Olympics Betting: Middle and long distance Mens Athletics
Mo Farah versus Africa. No pressure.
Jack Houghton previews where the early value is in the men's middle- and long-distance races are with the 2012 Olympic athletics' programme just weeks away.
David Rudisha is phenomenal: he broke a long-standing world record in 2010 at the age of 21, and won the World Championships in Daegu last year despite having struggled with injuries earlier in the season. This season he has been on fire, remaining unbeaten and setting the four fastest times in the world for the event. For these reasons, he will likely be as short as Betfair odds of (1.15) to win his first Olympic title, and only misfortune or misjudgement should stop him from doing so.
The future of the 800m looks exciting. Rudisha leads the way, but there are a batch of incredibly talented 18- and 19-year olds who are following his example. Mohammed Aman (who ended Rudisha's 34-race winning streak at the back end of last season), Nijel Amos, Timothy Kitum, Abraham Rotich and Leonard Kosencha have all run fast times this season. Unfortunately, Kosencha and Rotich haven't made the Kenyan team, which leaves Kitum, Aman and Amos as the most likely medallists behind Rudisha. In the unlikely event that an overly-tactical race ensued, Poland's Adam Kszczot could spring a surprise.
Kenyans Silas Kiplagat, Asbel Kiprop and Nixon Chepseba are the three fastest in the world this year and should fight it out for the gold medal. If pressed, I would predict Kiplagat to come out on top, reversing places with Kiprop from last year's World Championships, but I doubt if any of the Kenyans will offer much value.
Instead, I will be looking to have a small interest in the 20-year-old Ayanleh Souleiman from Djibouti. He has run second on two occasions in grand-prix meetings this year and could cause a surprise - at a big price - in a race that will be in all likelihood very tactical. Britain's Andy Baddely and Ross Murray both have a chance of making the final, but will struggle should they get there.
5,000m & 10,000m
Mo Farah versus Africa. No pressure.
Much has been made of the fact that, at the Paris Diamond League meeting over 5,000m, the first six athletes home all posted times faster than Mo's personal best. Less emphasis seems to have been placed - except by Mo himself - on the fact that he has consistently beaten most of those athletes when racing them. There is little doubt that Mo is capable of significantly improving his personal best in the right race, but he won't get that opportunity at the Olympics, where winning, and not running a fast time, will be the priority for all competitors. It's also worth remembering that, with only three spots in the Kenyan and Ethiopian team, the Olympic final may, ironically, be an easier proposition than some of the grand-prix fields we have seen this year.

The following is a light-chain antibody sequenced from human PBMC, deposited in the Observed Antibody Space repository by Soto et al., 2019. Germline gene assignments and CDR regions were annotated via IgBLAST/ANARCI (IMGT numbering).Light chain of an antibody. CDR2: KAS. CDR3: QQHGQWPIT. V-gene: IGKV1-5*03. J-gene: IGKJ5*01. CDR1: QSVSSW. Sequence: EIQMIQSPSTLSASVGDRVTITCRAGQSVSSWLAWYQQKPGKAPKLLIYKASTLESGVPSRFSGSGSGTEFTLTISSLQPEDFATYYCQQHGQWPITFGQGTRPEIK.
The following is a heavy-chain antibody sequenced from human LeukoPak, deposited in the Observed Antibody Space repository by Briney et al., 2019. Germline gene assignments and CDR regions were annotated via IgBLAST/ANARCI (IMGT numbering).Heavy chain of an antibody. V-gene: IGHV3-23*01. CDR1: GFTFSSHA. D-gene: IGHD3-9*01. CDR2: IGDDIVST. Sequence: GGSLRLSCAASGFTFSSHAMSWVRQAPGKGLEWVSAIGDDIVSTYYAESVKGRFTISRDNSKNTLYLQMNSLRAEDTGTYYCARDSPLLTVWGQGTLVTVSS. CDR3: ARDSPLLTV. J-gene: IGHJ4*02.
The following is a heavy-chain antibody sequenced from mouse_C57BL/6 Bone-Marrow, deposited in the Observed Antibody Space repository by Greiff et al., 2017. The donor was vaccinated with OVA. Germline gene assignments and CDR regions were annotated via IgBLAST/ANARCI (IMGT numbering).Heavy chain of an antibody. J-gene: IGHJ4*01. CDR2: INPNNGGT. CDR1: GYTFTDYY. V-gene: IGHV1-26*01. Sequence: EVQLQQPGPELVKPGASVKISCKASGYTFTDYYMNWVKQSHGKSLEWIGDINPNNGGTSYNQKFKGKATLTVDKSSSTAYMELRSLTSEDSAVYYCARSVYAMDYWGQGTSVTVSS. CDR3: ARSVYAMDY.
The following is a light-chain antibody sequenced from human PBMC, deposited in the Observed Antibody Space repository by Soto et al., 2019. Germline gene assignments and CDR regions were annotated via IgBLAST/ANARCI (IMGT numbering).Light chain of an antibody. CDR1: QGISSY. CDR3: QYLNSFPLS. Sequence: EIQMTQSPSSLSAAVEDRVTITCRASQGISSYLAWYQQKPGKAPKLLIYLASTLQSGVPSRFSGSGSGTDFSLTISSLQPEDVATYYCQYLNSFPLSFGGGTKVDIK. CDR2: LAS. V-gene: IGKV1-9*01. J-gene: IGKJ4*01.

Mo is likely to be @ Betfair odds of around (4.20) in the two races, and I will be backing him in both, fully expecting that he will win at least one. Some of the usual crowd will put up able opposition - Isaiah Kiplangat, Edwin Soi, Thomas Longosiwa, Dejen Gebremeskel, Hagos Gebrhiwet, Yenew Alamirew, Kenenisa Bekele, Tariku Bekele and Gebre Gebremariam - but it will be worth waiting for the final line-ups before plumping for a likely top three, as the Ethiopian and Kenyan teams could still change
Since 1968, when Amos Biwott won their first Olympic steeplechase title, Kenya have amassed 19 medals in the event, out of a total possible 33. Given that Kenya boycotted the 1976 and 1980 Olympics, where six of those medals were handed out, and that they have therefore won gold in every Olympic steeplechase race they have contested, it is little surprise that Kenya are the overwhelming favourites to continue their dominance. Brimin Kipruto, Ezekiel Kemboi and Abel Mutai made the Olympic team, and slight preference is for Brimin Kipruto to retain his Olympic crown
Sammy Wanjiru competing in, and winning, in a fast time, the 2008 Olympic marathon, seemed to herald a change in the event at major championships. Prior to that, in recent times, the best African runners had tended to focus their attentions on the more lucrative city marathons, meaning the supposed pinnacle of the sport was usually won by someone who would struggle to win a major marathon anywhere else. That looks to have changed, though, and this year's Olympics should be a straight fight between the best of Kenya - Mutai, Kirui and Kipsang - and the best of Ethiopia - Abshero, Sefer and Feleke - with Wilson Kipsang, the impressive London Marathon winner, the most likely winner.